The NSW pollination industry's future hangs in the balance after Varroa mite detections in the Riverina and Sunraysia regions last week.
With the NSW Department of Primary Industries reporting as many 300,000 hives currently fulfilling almond pollination duties in those areas, the detections could not have come at a worse time for apiarists.
This includes tens of thousands of hives inside the corresponding eradication zones.
The NSW DPI has confirmed the most recent detection at Balranald can be traced to the Kempsey cluster - identified a fortnight ago - and brings the total number of infested properties to 222.
The detections at Euroley, Euston and Nericon, also had connections to Kemspey and were discovered during urgent NSW DPI surveillance activities.
The NSW DPI said the latest infestation had been detected on the border with Victoria. Chief plant protection officer Shane Hetherington said the four detections were a testament to the systems in place for hive movements.
"We are very grateful to the majority of bee keepers doing the right thing with their movement permits, which allows us to quickly identify links to infestations and conduct surveillance to uncover any mites which may have moved," he said.
When the Varroa mite detection was made at Kempsey, the source of which is yet to be confirmed, there were concerns among the state's apiarists that, due to the detection's remoteness to established eradication zones, containment may no longer be viable.
However, NSW DPI acting chief plant protection officer Chris Anderson said containment protocols would continue.
"It's not really a matter for NSW DPI and the (national oversight) committee to justify the current strategy," he said.
"That committee is the consultative committee on emergency plant pests, and it consists of 16 industry parties plus the state and federal governments.
"Every time that committee meets, it asks two questions based on the data that's presented to it.
"One is, is it continuing to be technically feasible and can we continue to actually do it? And the second question is, is it cost beneficial if we go down that path?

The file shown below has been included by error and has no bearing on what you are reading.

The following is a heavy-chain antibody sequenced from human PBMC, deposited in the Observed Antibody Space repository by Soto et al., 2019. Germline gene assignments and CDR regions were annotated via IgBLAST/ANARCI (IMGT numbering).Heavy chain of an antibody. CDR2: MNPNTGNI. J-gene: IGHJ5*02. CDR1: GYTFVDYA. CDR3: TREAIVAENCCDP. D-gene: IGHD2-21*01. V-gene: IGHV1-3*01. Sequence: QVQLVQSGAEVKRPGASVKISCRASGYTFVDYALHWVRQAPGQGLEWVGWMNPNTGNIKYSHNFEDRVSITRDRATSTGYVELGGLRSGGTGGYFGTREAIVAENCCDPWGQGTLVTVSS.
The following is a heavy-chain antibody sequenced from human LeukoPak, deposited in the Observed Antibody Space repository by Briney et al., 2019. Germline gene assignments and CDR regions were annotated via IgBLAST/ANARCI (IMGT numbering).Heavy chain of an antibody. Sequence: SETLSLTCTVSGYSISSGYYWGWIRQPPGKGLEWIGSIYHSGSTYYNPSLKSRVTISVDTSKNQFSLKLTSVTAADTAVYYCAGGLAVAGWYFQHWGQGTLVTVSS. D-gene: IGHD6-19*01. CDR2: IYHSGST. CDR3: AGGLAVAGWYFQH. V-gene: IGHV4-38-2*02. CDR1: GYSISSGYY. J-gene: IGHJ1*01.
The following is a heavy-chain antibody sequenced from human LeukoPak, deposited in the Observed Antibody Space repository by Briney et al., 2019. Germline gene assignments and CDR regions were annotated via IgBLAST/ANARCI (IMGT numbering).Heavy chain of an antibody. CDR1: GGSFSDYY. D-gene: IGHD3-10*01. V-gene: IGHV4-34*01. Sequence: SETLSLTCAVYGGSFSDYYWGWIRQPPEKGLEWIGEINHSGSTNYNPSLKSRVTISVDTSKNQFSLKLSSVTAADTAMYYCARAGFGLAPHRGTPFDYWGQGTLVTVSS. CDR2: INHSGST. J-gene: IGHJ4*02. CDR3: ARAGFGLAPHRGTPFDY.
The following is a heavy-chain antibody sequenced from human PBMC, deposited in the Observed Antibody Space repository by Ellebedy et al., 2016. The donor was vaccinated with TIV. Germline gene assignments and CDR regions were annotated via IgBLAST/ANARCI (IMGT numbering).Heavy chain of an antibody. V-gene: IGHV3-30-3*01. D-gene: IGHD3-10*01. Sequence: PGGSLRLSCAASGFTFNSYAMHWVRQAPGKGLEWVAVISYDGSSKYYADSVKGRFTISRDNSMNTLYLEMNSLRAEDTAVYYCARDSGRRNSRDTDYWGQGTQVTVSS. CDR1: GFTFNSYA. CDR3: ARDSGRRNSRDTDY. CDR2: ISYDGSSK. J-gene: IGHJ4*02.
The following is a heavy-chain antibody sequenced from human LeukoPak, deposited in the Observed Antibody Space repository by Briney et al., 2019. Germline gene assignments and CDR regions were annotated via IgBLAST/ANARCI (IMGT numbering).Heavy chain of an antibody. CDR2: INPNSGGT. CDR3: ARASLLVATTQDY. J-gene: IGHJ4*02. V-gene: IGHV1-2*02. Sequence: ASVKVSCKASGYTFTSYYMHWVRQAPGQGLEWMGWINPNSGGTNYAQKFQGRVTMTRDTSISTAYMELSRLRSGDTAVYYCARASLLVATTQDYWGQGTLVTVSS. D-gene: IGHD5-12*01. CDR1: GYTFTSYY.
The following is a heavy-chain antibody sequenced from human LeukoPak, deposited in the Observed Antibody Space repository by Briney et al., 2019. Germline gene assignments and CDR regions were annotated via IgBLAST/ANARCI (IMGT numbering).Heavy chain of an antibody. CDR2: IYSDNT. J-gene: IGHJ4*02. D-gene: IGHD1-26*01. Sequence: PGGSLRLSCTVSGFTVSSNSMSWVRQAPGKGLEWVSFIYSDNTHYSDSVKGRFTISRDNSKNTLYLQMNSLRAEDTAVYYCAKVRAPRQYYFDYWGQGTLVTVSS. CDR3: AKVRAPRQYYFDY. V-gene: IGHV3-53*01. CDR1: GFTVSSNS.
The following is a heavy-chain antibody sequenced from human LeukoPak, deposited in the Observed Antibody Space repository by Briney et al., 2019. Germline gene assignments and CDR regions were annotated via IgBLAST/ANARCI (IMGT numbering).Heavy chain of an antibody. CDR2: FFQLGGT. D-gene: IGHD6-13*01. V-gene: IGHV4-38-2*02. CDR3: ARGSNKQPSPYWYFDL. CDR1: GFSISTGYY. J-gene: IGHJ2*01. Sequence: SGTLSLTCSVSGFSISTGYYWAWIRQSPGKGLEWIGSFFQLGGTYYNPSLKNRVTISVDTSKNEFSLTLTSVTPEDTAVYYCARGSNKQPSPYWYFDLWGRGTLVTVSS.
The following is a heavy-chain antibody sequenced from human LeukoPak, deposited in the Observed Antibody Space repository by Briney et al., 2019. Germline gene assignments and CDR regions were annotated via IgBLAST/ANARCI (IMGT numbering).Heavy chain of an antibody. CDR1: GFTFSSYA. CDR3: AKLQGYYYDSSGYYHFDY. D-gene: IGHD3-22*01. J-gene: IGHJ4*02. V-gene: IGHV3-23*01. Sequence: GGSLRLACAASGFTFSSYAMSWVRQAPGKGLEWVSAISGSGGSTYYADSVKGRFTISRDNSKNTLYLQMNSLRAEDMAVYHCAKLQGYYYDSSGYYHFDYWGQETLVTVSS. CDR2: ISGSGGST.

"At the most recent meeting of the consultative committee, it was agreed that it remains technically feasible to eradicate.
"There will be another meeting of that committee at the end of the week, and they will ask those questions again."
Almond Australia board member Tim Jackson said this season's pollination was close to completion and the industry was lucky in that respect, but he has fears for the future.
"It is not only infested hives, but those not infested that need to move to feed the bees," he said.
Other orchardists elsewhere are concerned about hive availability and the potentital flow-on for yields.
Ian Robson, Mount View Orchard, Batlow, has 33 hectares of apples that will flower in about three weeks.
"It's a bit of an unkown, because we've never not had bees," he said, not knowing what affect this might have on the orchard's yields.
Fiona Hall, Orange, has 77ha of apples and cherries, which will start flowering as soon as late September.
She, too, relies on bringing in "a lot of hives" for pollination.
Ms Hall also has a packing shed for the cherries which relies on volume from as many as 20 other growers, all of whom could also be affected.
And next week, she and other producers will head to Hong Kong for Asia Fruit Logistica, Asia's largest exhibition for fresh fruit and vegetable marketing, where Australian growers discuss volume of supply for the coming season.
Hence, like many growers, she keenly awaits the DPI's updates later this week.
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